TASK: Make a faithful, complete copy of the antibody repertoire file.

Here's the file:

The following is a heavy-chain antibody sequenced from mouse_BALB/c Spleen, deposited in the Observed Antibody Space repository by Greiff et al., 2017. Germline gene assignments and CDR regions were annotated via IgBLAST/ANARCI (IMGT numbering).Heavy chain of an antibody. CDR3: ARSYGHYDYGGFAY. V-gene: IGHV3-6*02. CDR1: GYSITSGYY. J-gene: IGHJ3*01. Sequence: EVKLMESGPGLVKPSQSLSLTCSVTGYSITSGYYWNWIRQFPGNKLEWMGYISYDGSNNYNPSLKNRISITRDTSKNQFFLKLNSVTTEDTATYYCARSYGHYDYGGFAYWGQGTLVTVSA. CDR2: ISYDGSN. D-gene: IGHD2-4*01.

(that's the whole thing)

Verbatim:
The following is a heavy-chain antibody sequenced from mouse_BALB/c Spleen, deposited in the Observed Antibody Space repository by Greiff et al., 2017. Germline gene assignments and CDR regions were annotated via IgBLAST/ANARCI (IMGT numbering).Heavy chain of an antibody. CDR3: ARSYGHYDYGGFAY. V-gene: IGHV3-6*02. CDR1: GYSITSGYY. J-gene: IGHJ3*01. Sequence: EVKLMESGPGLVKPSQSLSLTCSVTGYSITSGYYWNWIRQFPGNKLEWMGYISYDGSNNYNPSLKNRISITRDTSKNQFFLKLNSVTTEDTATYYCARSYGHYDYGGFAYWGQGTLVTVSA. CDR2: ISYDGSN. D-gene: IGHD2-4*01.